When making a build-versus-buy decision business leaders strive to get a complete picture of the cost aspects and understand the impact on the business as a whole. But how do they know that? This is where the iceberg comes into play.

When working with prospects and customers to uncover the true cost for them, we found the iceberg to be an educational exercise and a great conversational framework to understand all aspects of business application creation and usage. Different areas in the framework have different owners and they don’t all have the same agenda, e.g. the cost for software developers falls within the IT department, whereas cloud-subscription fees come out of the line of business budget.

Our framework requires input from all areas that DIY touches on. By doing so, it also reveals the mindset and priorities of the different stakeholders and provides insight into the evaluation criteria of the build-versus-buy decision. As such it will be an eye-opener and helps to align all stakeholders.

Conscious Competence Learning Matrix

‘Hidden’ costs impact the tipping point

The hidden or underwater costs play a significant role in determining the tipping point. It’s a matter of simple mathematics. The more you can exclude hidden costs from the equation, the more your decision will lean towards build. This conclusion led us to investigate why one would exclude hidden costs. We found:

  • The effort to retrieve the hidden cost is too high.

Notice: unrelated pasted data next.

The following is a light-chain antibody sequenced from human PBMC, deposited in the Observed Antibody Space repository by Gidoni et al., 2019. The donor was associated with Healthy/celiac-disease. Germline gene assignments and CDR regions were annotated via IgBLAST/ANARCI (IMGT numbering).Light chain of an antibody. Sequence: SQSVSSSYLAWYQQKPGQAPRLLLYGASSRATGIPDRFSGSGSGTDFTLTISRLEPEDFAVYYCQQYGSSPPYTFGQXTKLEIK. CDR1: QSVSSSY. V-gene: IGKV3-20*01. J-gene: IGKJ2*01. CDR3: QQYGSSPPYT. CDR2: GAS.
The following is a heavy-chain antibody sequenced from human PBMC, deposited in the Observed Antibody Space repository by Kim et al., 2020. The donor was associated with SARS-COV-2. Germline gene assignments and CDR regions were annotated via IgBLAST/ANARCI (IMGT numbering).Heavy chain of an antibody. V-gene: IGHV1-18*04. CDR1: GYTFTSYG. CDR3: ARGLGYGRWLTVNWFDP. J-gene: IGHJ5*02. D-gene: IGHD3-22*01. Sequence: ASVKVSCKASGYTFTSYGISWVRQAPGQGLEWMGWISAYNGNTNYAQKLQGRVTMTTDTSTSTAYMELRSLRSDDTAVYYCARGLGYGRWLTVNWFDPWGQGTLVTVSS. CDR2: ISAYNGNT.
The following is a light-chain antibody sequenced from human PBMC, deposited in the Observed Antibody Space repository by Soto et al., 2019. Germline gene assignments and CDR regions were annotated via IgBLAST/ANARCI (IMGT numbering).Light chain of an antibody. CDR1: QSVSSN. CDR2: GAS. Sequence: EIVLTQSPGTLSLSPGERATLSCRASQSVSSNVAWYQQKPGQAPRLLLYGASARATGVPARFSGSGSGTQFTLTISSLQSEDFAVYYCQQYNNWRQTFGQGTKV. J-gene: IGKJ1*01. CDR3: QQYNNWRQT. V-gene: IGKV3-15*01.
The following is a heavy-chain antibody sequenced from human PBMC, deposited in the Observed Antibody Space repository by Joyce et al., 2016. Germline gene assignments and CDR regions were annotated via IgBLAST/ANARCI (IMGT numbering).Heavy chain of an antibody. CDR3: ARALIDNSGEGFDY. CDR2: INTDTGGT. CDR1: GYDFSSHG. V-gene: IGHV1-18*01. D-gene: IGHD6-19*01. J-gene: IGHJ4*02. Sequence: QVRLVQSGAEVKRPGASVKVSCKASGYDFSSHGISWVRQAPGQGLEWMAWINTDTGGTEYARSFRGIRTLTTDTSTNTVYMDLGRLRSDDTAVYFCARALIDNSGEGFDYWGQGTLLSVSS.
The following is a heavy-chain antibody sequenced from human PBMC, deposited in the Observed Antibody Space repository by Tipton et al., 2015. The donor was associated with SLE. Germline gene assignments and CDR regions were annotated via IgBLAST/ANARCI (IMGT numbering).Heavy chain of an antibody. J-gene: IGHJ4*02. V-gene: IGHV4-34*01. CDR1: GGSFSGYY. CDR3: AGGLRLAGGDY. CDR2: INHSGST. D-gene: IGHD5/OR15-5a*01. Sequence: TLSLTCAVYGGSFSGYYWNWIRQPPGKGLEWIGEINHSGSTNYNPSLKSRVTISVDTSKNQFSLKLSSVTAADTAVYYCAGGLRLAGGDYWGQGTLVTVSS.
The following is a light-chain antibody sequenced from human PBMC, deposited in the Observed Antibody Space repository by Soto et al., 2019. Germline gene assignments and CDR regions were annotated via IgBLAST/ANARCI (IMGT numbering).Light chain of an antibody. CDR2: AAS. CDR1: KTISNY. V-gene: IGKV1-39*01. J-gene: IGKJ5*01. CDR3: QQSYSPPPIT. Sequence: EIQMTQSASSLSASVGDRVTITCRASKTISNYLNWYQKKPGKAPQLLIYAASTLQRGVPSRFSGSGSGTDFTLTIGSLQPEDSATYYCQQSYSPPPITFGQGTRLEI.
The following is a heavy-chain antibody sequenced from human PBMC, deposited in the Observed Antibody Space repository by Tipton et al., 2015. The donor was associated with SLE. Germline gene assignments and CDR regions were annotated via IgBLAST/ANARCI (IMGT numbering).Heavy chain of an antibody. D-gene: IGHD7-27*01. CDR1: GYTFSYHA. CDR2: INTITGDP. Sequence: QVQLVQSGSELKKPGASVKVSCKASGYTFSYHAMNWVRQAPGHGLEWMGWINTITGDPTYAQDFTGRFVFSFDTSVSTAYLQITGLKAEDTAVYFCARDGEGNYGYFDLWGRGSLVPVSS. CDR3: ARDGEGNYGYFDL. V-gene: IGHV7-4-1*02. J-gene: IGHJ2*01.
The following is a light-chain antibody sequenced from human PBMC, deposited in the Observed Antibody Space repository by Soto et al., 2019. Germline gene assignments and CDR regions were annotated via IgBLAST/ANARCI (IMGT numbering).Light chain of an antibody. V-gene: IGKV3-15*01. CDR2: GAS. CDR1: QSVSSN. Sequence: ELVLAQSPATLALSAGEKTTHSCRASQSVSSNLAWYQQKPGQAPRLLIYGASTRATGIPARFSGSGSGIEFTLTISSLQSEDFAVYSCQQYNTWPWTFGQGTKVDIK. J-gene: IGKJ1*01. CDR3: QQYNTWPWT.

What to do about it: This is fairly easy to mitigate. To find your way out of this impasse, think about using estimates and guesstimates as an alternative to actuals. As long as your data is ‘good enough’, you can still use it to make good decisions. Thus, not creating an exact cost comparison, but a probable comparison.

  • We don’t want to include hidden costs.

What to do about it: This finding is more of a political and commercial nature. Here it matters who you are talking to. You can imagine that a sales rep who is trying to sell the buy-scenario has an avid interest in having as many costs associated with the build-scenario and vice versa. To overcome this potential conflict of interest, we co-developed the cost comparison model. As a result, we know that all cost elements in the model are relevant to the decision-making. When we encounter a persona saying that a particular cost element is non-retrievable, we have solid arguments to go into challenger mode.

A blend of arguments

We started this blog by explaining that a build-versus-buy decision spans multiple departments and stakeholders, and we gave the financial aspect the most weight when it comes to making the choice. There are certainly other factors that play a role in the decision, such as time to value, feature richness and risk, but ultimately, all of these aspects affect the total cost to build.

For several of our prospects, the co-developed framework has been instrumental in finding an answer when faced with the question Do I Build or Do I Buy?

build costs

If you want to find out what other aspects are influencing the build-versus-buy decision, check out our Build-Versus-Buy Guide here.

This article is published in ServiceMax Field Service Digital on June 22nd, 2021

Maximize Virtual Round Tables – behind the scenes

For more than a year now we’ve been having these virtual meetings. We don’t know about you, but virtual triggers mixed feelings within us. On the one hand it is convenient and efficient. On the other hand, we really miss the live interaction and the ability to continue the conversation beyond the scope of a session. So, the biggest ‘reward’ you’ve given us at this year’s Maximize is your level of participation and engagement both during and post sessions. Thank you!